Horse Rugs Explained

There are so many different breeds out there that sometimes it is hard to know what to do for your horse. Taking a look at horse rugs and when it is appropriate to use which rug when, this article should answer all your rug related questions. Here are our tips on choosing a horse rug.

Why rug a horse up?

A lot of people are probably wondering what is the point in putting a rug on your horse as those in the wild do not have someone to go out and put a rug on them when it gets a bit cold outside; well horses that live in the wild have acclimatised to this style of living and have developed much thicker coats as well as developing an immunity to the cold weather. As soon as you take a horse and turn it into either a pet or a competitive animal it then becomes a lot more dependent on what you might refer to as 'luxuries' for example; a rug.

Horse rug types

There are various different types of rug that can be split into five main categories:

  1. Turnout Rugs
  2. Stable Rugs
  3. Summer Rugs and Fly Sheets
  4. Exercise Rugs/Sheets and Fleeces
  5. Sweat Rugs

For an introduction to one leading brand, read about Weatherbeeta horse rugs and their popular range.

These can also be divided according to thickness and style, for example some rugs come complete with a neck which means not only do the cover the body of the horse but that also stretch up to the poll to keep its neck warm.

Turnout rugs come in various different sizes including; lightweight, medium-weight and heavyweight. This type of rug is put on the horse when they go out in the field and will always be waterproof to protect the horse from adverse weather conditions such as rain, snow and sleet.

Stable rugs again come in a variety of sizes from lightweight to heavyweight and can also come with and without a neck. These are often quilted and will keep the horse warm at night when it is standing in the stable.

Summer rugs and fly sheets serve no purpose in keeping the horse warm they are merely to either protect the horse from flies biting their body in the summer or to keep them covered from that occasional summer rain (usually because you cannot put a saddle on a wet horse and the weather is so unpredictable).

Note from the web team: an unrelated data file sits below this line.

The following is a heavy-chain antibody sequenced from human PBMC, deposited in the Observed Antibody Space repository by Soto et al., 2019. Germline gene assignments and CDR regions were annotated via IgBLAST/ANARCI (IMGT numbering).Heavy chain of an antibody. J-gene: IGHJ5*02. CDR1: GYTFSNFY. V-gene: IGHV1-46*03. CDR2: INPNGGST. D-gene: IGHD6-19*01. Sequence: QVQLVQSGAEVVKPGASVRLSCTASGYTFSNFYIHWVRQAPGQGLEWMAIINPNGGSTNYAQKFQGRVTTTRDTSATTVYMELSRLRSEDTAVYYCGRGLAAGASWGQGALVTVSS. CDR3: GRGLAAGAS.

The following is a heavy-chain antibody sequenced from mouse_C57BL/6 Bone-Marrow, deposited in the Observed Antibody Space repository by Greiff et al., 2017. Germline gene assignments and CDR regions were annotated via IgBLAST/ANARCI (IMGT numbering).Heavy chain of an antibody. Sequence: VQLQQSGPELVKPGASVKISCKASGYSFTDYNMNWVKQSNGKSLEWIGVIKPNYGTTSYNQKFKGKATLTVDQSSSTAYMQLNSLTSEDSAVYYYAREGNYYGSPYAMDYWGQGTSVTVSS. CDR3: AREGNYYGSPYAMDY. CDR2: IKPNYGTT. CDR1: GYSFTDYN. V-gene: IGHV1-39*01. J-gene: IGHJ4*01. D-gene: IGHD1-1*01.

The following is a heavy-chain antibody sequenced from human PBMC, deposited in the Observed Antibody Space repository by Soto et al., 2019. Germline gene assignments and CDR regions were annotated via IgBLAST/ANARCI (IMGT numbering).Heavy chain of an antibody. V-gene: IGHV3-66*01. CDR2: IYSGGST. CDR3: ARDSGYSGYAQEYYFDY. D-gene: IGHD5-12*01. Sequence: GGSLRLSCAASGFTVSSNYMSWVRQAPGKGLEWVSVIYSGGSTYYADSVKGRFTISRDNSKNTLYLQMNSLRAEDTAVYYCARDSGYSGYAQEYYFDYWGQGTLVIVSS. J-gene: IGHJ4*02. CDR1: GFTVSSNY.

Exercise rugs and fleeces are often used at competitions, you can get waterproof exercise sheets that cover the horses back and the saddle rests on top or you can get fleece exercise sheets that are designed to keep clipped horses warm during the colder months when they are standing about perhaps waiting to go into the competition ring. Fleeces are often used to keep the horse warm for travelling or sometimes put on in the stable when its too hot for a proper stable rug.

Sweat rugs are designed with little holes in so they allow the horses skin to breathe. They are used after the horse has done some hard work, for example; cross country and they stop the horse from getting cold when they are standing still after working.

Not all horses need rugs. A huge factor in deciding if your horse needs to be rugged up and how is their breed. For example; Thoroughbred types are a lot finer naturally and they have much thinner coats, as they generally work as competition horses it is vital to keep them warm especially in winter as it can even cause weight loss.

In contract looking at a Dartmoor pony, they have naturally thick coats and a lot more fat to keep them warm so there isn't much need to rug them up at all, perhaps a sheet would be advisable to protect them from the rain but they generally provide all the warmth they need themselves.

Horse rugs can be very expensive. Whilst it's very important not to sacrifice quality you can save some money. Read our tips on buying cheap horse rugs.